Stressing that Syria was "exerting all-out efforts to help the Iraqi people in their ordeal," the officials explained that Syria was overburdened by the exodus of hundreds of thousands of Iraqis.

Dabbagh called the situation disastrous for Iraqis in Syria, and added: "There is anger among Iraqis over the Syrian attitude and there is anger from Iraq." He called Syria's attitude harmful and hostile. He also alleged that half the militants who launch bomb attacks in Iraq come from Syria.

Assad Abboud in Baghdad reports: After Saturday's massive truck bomb in a Baghdad market, Iraqi government spokesman Ali al-Dabbagh declared that half of the violence gripping the country was the work of outsiders infiltrating from Syria.

"I confirm that 50 percent of murders and bombings are by Arab extremists coming from Syria," Dabbagh said.

"They come from Syria, we have evidence to prove it. We have already proved it to our brothers in Syria.

"We want to tell all Arabs now that those who call themselves mujahedeen come from Syria, and murder our oppressed population."

Syria reacted angrily to Dabbagh's comments describing them as "contrary to reality and aimed at harming relations between Iraq and Syria that Damascus wants to strengthen and develop."

Syria recalled that Iraqi President Jalal Talabani made a six-day visit just last month, the first by an Iraqi head of state in three decades, during which a series of agreements were signed.

"The deals that were struck have laid the basis for the development of relations," an official source said in Damascus. "The comments made by Ali al-Dabbagh are unjustifiable."

Whether or not Dabbagh's accusations are justifiable or not, it is clear that Syria has made a major reassessment of its Iraq policy. On the occasion of President Talabani's visit to Syria, during which Syria official changed its policy toward militias in Iraq, declaring that the violence there was largely the work of terrorists, Syria changed its course on Iraq.

It would seem that Damascus now believes that Iraq is headed for a meltdown. This is why it has begun to restrict refugees. They will only keep on coming, and the real exodus may looming in the future months. It would explain why Talabani was greeted so warmly in Damascus two weeks ago. Syria has decided that it must try to shore up the present Iraqi government whether the US remains hostile to Syria or not. In some respects, this change of course suggests that Syrian and US differences over Iraq have narrowed. This may be true in the narrow sense. Syria can see that there is no future course but to hope that the American surge can help the Iraqi government to survive. After all, with Washington committed to this course and refusing to bring either Iran or Syria into regional discussions on Iraq, there is very little choice. To undermine the present Iraqi government will only ensure that more Iraqi refugees come streaming into Syria.

All the same, Syria will not cut off its links to the Sunni leadership of the opposition in Iraq. Syria will continue to cover all bets on Iraq's future. It does not believe it can afford to alienate any group so long as the future of the country is in such doubt. If the US government is pessimistic about the outcome of its present policy, as demonstrated in the recent intelligence estimate on Iraq, the Syrian government is doubly pessimistic. This explains why President Bashar al-Assad met in Damascus last week with the head of the influential Sunni Association of Muslim Scholars, Sheik Harith al-Dhari. Iraq's Interior Ministry issued an arrest warrant against him in November, alleging al-Dhari instigated sectarian violence. Asad's meeting with Dhari infuriated the Iraqi government, especially as it came on the heels of Asad's meeting with Talabani, to whom he promised cooperation on security issues. We do not now the subject of their meeting. It may well be that Asad encouraged Dhari to work with the Iraqi government and to calm violence, but the fact that Asad was willing to meet with Dhari at all has become a source of irritation for the Iraqi government.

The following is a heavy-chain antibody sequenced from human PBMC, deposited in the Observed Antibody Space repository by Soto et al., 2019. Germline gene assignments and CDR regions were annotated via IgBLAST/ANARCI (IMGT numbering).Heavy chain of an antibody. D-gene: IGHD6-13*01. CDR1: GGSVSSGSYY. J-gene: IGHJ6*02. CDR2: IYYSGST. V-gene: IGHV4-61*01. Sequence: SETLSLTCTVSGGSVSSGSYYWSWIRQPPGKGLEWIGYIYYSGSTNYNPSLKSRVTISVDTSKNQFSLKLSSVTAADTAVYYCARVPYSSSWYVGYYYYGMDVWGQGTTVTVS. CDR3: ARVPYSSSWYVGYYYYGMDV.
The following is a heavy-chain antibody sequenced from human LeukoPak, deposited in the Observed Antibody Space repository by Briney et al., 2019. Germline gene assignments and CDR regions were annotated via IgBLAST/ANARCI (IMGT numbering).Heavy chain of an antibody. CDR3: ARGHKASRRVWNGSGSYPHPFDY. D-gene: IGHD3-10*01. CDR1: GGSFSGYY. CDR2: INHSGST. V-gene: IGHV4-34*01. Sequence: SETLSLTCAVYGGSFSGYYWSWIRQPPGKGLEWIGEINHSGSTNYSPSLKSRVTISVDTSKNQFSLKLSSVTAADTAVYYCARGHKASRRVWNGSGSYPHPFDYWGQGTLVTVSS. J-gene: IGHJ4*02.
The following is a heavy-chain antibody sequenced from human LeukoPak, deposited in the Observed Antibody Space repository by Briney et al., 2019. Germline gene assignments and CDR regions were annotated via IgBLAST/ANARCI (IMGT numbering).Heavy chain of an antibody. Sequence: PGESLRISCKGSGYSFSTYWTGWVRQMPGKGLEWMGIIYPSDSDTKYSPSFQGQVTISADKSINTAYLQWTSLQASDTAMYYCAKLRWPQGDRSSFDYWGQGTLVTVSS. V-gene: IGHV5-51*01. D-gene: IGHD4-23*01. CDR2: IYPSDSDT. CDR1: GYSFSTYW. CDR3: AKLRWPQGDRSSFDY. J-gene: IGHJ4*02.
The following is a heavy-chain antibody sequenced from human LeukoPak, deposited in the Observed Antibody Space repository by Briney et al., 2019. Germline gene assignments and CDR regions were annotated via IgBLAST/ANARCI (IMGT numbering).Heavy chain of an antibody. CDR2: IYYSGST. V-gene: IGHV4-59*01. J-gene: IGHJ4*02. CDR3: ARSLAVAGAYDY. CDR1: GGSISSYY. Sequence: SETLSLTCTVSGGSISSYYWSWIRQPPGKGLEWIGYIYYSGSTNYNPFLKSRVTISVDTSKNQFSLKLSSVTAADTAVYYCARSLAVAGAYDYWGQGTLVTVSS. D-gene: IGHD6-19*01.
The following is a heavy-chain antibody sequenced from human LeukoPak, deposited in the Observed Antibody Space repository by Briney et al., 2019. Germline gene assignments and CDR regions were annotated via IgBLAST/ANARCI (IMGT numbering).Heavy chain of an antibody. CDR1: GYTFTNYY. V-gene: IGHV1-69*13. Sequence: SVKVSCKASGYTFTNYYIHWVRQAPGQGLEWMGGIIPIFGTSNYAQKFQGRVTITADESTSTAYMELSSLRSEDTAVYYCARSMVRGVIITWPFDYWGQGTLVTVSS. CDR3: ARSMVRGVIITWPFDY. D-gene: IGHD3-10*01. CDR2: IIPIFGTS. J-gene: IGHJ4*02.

The  meeting points out that even if Damascus is in the midst of a major policy change toward relations with Iraq, it will not put all its eggs in the Maliki basket.

This point was underlined by Ambassador Imad Mustapha in Washington during a recent interview with Helena Cobban, who has written it up at her site: Just World News

[Imad Mustapha] talked a little about his government's relations with many of the different parties and groups inside today's Iraq.  He started by recalling how many of the politicians who emerged in the immediate post-Saddam era had had long ties with Syria, having spent a good portion of their previous years of exile in Damascus.  "Seventeen of the 25 members of the Interim Governing Council established by Paul Bremer once carried Syrian diplomatic passports!"  After the US invasion of Iraq, many of those Iraqi politicians had turned their back on Damascus to some degree– "But now, even those who disdained us for a while are coming back into a relationship with us."

Moustapha noted that Moqtada al-Sadr had a very good visit to Syria in early 2005, "and later, he became a kingmaker in the political system in Baghdad."  He stressed that in his view, Sadr was very far from being any kind of an Iranian puppet.

He concluded by laying out his proposal for an all-party reconciliation process inside Iraq, to be parallelled by a regional process involving all Iraq's neighbors and the United States.  "This wouldn't solve all the problems," he conceded.  "But it would certainly change the regional dynamics."

Syria will continue to seek improved ties with as many parties as possible in Iraq. It is genuinely fearful of the consequences of a meltdown and the failure of Washington's mission to bolster the present government. It does not like America's presence in Iraq, but for the time being neither does it want the US to fail in keeping the government afloat. As Foreign Minister Muellem declared a few weeks ago, Syria does not want American troops to withdraw precipitously, although, it does want to be included in talks.